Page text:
SMacLeod said...

This blog is wonderful! You give and you give. Now, give me more or else!

Hey, will everyone please come to the calarts prod. show? Our open show is this friday night at 8pm in the cafeteria, but the prod show has to be good this year b/c there are loads of good films! Today was our deadline and it was craziness.


mark kennedy said...

Thanks for the comments! Hey Jun!

Scott, good question. I have worked in feature boards for a long time now and that's what I'm used to, but obviously there are some TV shows and some features where the characters are purposely flat and the challenge is to stage them using good design and not necessarily trying to get depth, etc.

Obviously the most important thing is to tell the story clearly and effectively, no matter what the characters look like. I tend not to board camera moves unless there's a really specific storytelling reason - too much room for confusion, especially if the editor starts re-ordering panels - then your camera move starts to look really confusing. Amyway, don't know if I answered your question - drop me a line if you have more questions.

Skribbl said...

Hear Hear! Staging for clarity and for story emphasis. THEN Layout can add the extra camera goodness BUT as long as it's still clear.

Hey Marks, are you going to the CalArts Producer's Show?? I've got my tickets reserved. I hope Walton busts out again with his dance routine!!! W00T!

Kennedy you ought to work out a routine with Walton. Aw heck, why don't you add chickennuggets to the mix too! :-P

chickennuggets said...

i don't dance for free, bitches.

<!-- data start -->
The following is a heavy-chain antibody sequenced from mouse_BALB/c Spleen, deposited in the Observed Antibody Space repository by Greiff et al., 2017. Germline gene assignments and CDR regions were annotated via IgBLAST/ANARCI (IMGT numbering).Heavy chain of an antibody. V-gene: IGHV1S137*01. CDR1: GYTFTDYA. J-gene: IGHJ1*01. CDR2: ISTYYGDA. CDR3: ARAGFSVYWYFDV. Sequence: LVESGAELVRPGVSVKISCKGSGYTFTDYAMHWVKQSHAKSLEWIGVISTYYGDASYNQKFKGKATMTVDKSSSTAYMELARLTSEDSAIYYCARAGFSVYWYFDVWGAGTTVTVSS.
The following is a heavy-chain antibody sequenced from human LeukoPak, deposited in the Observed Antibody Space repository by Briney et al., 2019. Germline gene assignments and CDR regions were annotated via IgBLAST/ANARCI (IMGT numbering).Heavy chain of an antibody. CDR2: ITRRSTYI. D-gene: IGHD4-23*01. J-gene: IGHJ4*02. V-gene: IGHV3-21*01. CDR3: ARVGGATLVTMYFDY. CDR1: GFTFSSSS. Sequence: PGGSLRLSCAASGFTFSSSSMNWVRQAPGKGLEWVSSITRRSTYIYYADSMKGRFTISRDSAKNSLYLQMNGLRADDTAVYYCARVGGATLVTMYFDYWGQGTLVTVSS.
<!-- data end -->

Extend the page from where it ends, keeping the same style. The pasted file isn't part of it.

mark kennedy said...

Hey Skrib-
Uh, I never go to those, maybe I should? I dunno, I'll e-mail you....Walton danced at one of those things? It's supposed to be about the students, Walton.

Nuggets - um, yikes.

Skribbl said...

"i don't dance for free, bitches."

Tell me about it!!!

The hightlight of the evening is the unofficial after party. That's where the "magic" happens. I guess you have to see it to believe it. Yeah, e-mail me.

mark walton said...

Yes, I will be there. I have absolutely no memory of creating any "magic" last year, but irregardless, Kennedy, nobody's stopping the students from stepping up to the plate and getting down, are they? The best way to teach is by example, yes? If you students can't stand the heat from the fi-yah, the teacher will school your sorry a**!
OK, sorry...I really need to get more sleep.

Anonymous said...

Hi, great job on this blog Mark! I'm Leo, an European story artist, vis dev, BG painting etc etc. (small studios here in Europe so we get to tend to most things).

Anyways, just wanted to recommend both Hollywood camera work DVDs specially the 5 and 6 th DVD. Also the book "on film-making" by alexander mackendrick. great stuff.

A thought that popped up is that richard williams was going on about in animators survival kit about the story panel being the absolute key frame of the scene which I think is a very good thought. The closer you nail it the better, whilst staying on schedual and budget of course, So values, BGs etc etc. I try to include as much as possible in my boards. Usuallly the BG is a seperate layer in Photoshop (scanned) and the characters are overlays (also scanned drawings). I'm trying to draw digitally but I'm still faster and better (if I'm good at all right? ;) with paper and pencil.